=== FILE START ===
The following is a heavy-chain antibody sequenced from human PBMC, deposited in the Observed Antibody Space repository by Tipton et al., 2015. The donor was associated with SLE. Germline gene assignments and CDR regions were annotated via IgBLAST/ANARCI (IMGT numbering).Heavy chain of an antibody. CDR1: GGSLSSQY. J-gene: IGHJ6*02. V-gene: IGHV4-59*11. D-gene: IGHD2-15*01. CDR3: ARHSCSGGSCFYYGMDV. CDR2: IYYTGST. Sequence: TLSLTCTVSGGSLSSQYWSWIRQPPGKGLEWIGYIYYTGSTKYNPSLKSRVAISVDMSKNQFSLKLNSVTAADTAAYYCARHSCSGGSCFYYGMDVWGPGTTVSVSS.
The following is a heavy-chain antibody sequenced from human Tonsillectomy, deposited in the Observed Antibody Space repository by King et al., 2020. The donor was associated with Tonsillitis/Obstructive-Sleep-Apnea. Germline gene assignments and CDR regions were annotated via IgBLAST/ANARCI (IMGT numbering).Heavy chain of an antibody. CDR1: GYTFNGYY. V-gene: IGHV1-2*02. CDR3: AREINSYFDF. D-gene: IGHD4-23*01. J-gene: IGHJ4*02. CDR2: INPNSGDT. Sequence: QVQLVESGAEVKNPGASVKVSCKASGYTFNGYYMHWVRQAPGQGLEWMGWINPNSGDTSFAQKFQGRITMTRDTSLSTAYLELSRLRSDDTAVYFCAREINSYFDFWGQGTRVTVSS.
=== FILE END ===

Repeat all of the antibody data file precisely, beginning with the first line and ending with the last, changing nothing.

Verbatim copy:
The following is a heavy-chain antibody sequenced from human PBMC, deposited in the Observed Antibody Space repository by Tipton et al., 2015. The donor was associated with SLE. Germline gene assignments and CDR regions were annotated via IgBLAST/ANARCI (IMGT numbering).Heavy chain of an antibody. CDR1: GGSLSSQY. J-gene: IGHJ6*02. V-gene: IGHV4-59*11. D-gene: IGHD2-15*01. CDR3: ARHSCSGGSCFYYGMDV. CDR2: IYYTGST. Sequence: TLSLTCTVSGGSLSSQYWSWIRQPPGKGLEWIGYIYYTGSTKYNPSLKSRVAISVDMSKNQFSLKLNSVTAADTAAYYCARHSCSGGSCFYYGMDVWGPGTTVSVSS.
The following is a heavy-chain antibody sequenced from human Tonsillectomy, deposited in the Observed Antibody Space repository by King et al., 2020. The donor was associated with Tonsillitis/Obstructive-Sleep-Apnea. Germline gene assignments and CDR regions were annotated via IgBLAST/ANARCI (IMGT numbering).Heavy chain of an antibody. CDR1: GYTFNGYY. V-gene: IGHV1-2*02. CDR3: AREINSYFDF. D-gene: IGHD4-23*01. J-gene: IGHJ4*02. CDR2: INPNSGDT. Sequence: QVQLVESGAEVKNPGASVKVSCKASGYTFNGYYMHWVRQAPGQGLEWMGWINPNSGDTSFAQKFQGRITMTRDTSLSTAYLELSRLRSDDTAVYFCAREINSYFDFWGQGTRVTVSS.